(This formula is from both QST and Low Band Dx'ers Handbook by Devoldre)
Obviously a ton of short radials does not equal a ton of long radials, but
it can get you really close. See the articles for limitations of the
formula. For most circumstances (N > 32 and average soil), the formula is
fine. For very poor soil, make sure you use a lot more wire than enough for
only 16 radials, for example. In other words, don't use the formula like
this: Gee, I only have 200 feet for radial wire. It will give you the right
answer....but...when you only use so little total wire, your losses will be
quite a bit worse than the 0.5 to 1 dB that was the goal of the studies.
The formula goes like this:
N = ((2*PI*W)^0.5)/1.2
N equals the square root of the quantity (2*PI*WireLength) divided by 1.2
Where N = number of radials
Where W = length in meters of available wire to make the radials
Length of radials = W/N
and the constant 1.2 is the tip separation in meters to produce the proper
density on 80m ..this would be twice the density one needs for 160m and half
what is needed on 40m. The value for minimum tip separation is simply .015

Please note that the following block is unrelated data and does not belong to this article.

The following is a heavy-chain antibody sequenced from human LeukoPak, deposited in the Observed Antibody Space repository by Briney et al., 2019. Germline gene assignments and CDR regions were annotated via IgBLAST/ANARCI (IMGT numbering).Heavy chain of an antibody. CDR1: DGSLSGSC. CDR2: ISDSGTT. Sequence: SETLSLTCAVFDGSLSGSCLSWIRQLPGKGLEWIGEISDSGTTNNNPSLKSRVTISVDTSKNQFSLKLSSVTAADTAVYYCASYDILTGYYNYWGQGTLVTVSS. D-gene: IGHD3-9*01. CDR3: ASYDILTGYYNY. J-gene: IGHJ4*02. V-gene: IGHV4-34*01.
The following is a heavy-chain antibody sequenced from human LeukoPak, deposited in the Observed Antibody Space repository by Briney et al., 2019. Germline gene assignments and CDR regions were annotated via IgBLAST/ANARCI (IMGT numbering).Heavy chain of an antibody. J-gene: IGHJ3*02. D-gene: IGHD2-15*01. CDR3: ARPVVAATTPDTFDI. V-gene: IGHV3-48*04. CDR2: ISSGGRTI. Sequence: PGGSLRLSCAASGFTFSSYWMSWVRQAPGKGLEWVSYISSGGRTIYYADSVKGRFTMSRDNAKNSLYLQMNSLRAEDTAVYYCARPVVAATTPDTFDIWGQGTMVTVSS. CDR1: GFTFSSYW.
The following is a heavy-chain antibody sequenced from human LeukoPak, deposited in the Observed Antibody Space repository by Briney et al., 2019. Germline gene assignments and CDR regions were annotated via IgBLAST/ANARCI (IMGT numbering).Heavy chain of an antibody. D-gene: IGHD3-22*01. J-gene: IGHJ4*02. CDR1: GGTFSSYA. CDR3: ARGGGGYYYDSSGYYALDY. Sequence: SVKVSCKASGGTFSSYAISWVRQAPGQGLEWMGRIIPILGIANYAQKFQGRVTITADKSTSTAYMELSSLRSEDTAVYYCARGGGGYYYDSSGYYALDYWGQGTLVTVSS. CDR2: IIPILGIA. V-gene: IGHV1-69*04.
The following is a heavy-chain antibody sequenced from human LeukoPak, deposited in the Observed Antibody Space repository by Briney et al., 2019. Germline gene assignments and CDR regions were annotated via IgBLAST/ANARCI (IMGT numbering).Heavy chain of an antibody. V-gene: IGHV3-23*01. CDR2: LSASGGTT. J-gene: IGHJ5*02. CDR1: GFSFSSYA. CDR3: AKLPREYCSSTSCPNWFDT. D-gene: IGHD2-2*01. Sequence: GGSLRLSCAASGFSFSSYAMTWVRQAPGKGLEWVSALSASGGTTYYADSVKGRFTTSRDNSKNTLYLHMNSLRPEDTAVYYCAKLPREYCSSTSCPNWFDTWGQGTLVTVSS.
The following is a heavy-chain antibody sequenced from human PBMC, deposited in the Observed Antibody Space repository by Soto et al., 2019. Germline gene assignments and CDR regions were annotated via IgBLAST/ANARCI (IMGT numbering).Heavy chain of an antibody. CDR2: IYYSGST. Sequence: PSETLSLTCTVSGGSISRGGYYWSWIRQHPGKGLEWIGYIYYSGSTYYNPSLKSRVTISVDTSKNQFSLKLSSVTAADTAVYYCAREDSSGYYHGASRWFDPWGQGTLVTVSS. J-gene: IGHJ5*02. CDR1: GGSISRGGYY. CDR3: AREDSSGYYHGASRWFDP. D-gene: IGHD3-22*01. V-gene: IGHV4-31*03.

wavelength. So if you calculate a full wavelength for the freq in use,
multiply it
by .015 and that gives you the value for tip separation in the formula
above. For 80m it is 1.2 meters
Example:
You have 500 meters (about 1640 feet) of radial wire available for your 80m
vertical. How many and how long should the radials be:
46 radials, 10.8 meters (35.6 feet) will produce the lowest possible loss
for this amount of available wire.
This is a simple formula for how many radials to put down if you have
"only so much wire". These days with copper prices through the roof, it pays
to be economical and still stay within 0.5 to 1 dB of "what's best".
73,
...hasan, N0AN
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